There was a surprising amount of work involved in finding the right technological program to enhance my future students' program. This was a project I wanted to do well in because I look forward to technology being incorporated in the hardest place it could be incorporated in: the math classroom. Sure we've got fun brain games that students love, but they are mostly paper, board game, or basic item (blocks, legos etc) bound. Because I was more intrigued at the current possibilities, I went ahead and found several technologically advanced math programs. I scoured pinterest, Ted Talks, and even bugged a high school math teacher for some advice on where to find these programs and I came up with these three great resources:
1) Conrad Wolfram: Alpha Wolfram's creator
The video below will tell you more about this program and the program's creator does a wonderful job in explaining the differences of math, where we use them, and what kind of teaching we should focus on as future or current math teachers. He specifies that computers are the way to by pass the paper and pencil routine and get them learning about the other ways math REALLY helps out people, even long after they're out of high school algebra and college. Great watch!
2) Lisa Nussdorfer: the iPad with Math
Lisa has an article written about her usage of the iPad in congruence with her math curricular. She's using ShowMe, Educreations, and Explain Everything as highlighted applications or 'apps' and equates them to Khan Academy, but more interactive. The article was posted and edited by Dan Meyer, another secondary mathematics major who sat down and did this interview with her. He made great connections to how and why we can justify buying the iPad and what it specifically does as a learning tool in the classroom. Here's a video link to the Explain Everything App (in case the above links don't work):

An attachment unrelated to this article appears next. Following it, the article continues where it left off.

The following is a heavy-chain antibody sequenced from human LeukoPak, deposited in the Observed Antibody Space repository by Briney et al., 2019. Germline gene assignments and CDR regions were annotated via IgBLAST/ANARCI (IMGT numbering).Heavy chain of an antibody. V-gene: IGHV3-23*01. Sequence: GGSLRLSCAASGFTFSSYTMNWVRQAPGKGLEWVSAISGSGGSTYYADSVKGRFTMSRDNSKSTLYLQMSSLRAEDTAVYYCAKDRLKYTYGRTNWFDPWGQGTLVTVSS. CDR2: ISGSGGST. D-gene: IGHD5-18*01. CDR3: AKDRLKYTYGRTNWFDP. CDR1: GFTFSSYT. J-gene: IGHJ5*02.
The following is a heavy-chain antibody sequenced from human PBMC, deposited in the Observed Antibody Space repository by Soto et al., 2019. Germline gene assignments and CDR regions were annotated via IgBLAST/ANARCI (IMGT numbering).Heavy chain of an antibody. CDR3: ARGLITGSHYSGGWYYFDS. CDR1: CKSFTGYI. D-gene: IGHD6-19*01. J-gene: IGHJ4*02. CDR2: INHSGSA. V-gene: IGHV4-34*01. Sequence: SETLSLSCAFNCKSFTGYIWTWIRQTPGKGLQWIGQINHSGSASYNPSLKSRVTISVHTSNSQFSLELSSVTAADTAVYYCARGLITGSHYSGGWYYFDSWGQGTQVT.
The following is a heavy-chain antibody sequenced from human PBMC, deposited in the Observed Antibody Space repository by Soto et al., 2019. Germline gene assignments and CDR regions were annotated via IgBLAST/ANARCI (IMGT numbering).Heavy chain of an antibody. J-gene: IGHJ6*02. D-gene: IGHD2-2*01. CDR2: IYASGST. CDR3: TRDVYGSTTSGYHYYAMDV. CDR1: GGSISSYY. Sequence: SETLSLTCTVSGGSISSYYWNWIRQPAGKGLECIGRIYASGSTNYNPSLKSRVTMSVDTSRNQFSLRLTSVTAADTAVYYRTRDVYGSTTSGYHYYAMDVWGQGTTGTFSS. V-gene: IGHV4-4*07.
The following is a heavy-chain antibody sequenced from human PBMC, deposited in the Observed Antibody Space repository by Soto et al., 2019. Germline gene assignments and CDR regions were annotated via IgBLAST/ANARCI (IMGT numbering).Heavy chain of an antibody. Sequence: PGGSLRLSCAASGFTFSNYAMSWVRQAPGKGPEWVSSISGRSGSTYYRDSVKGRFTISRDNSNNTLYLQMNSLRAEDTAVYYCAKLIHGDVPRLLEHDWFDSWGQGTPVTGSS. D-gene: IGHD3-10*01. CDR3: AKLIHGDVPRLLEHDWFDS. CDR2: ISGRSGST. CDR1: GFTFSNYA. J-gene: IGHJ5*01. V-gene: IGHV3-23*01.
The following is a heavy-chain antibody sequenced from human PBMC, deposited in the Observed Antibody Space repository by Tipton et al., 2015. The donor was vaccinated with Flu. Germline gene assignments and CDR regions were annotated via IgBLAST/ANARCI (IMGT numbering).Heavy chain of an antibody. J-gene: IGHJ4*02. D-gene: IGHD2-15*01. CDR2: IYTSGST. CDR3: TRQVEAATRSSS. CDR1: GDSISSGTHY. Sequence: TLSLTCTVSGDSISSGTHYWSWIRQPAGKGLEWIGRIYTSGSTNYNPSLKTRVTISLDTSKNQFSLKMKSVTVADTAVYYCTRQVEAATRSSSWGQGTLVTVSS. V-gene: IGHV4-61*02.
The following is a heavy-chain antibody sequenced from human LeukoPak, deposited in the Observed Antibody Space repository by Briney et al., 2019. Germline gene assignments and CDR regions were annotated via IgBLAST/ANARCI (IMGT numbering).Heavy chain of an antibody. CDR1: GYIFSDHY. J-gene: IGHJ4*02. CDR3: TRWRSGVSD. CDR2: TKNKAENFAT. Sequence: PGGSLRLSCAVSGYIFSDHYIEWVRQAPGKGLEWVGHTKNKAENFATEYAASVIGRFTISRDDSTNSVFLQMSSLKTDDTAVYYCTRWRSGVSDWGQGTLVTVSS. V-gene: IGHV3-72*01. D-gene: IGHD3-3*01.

This application is a monumental tool that would do wonders for the education of math. There is a part in the video about being able to rewind and break down parts of your time line. This would be useful in helping to
create a lesson plan before hand, hook it up to a computer-projector screen, and teach using that. Videos, photos, and presentations are easily set up in no time. Great app, great review.
Last thought, Dan Meyers can also be found on the blogger web through this link:
Any future or current math teachers will find his interviews, opinions, and projects more than interesting.
3) Carolyn McLain: Clickers and Promethean Boards
This was my high school teacher and one of the few that made me believe in math and the powers of critically thinking. I added her to my facebook and she gladly helped me out with some technology advances she's been able to see; one being a clicker. A clicker is a simple device that most of South Alabama uses to poll students on questions that appear with a software during a slide show. The Nursing Program, Biology, and Chemistry classes of South Alabama have already implemented this technology and it works wonderfully. In addition, it's a cheap way to get students to interact with problems without having to get them to the board.
The second piece of technology she recommended to me was the Promethean Board. I've already watched a good section of videos and read articles covering this technology and it seems to be the same thing as a Smart Board but more efficient. One point the below video review reiterates is that because it's so efficient, they are able to cover more material at a faster rate and produce greater results because the children's different stylistic learning needs are met. Thanks, Mrs. McLain!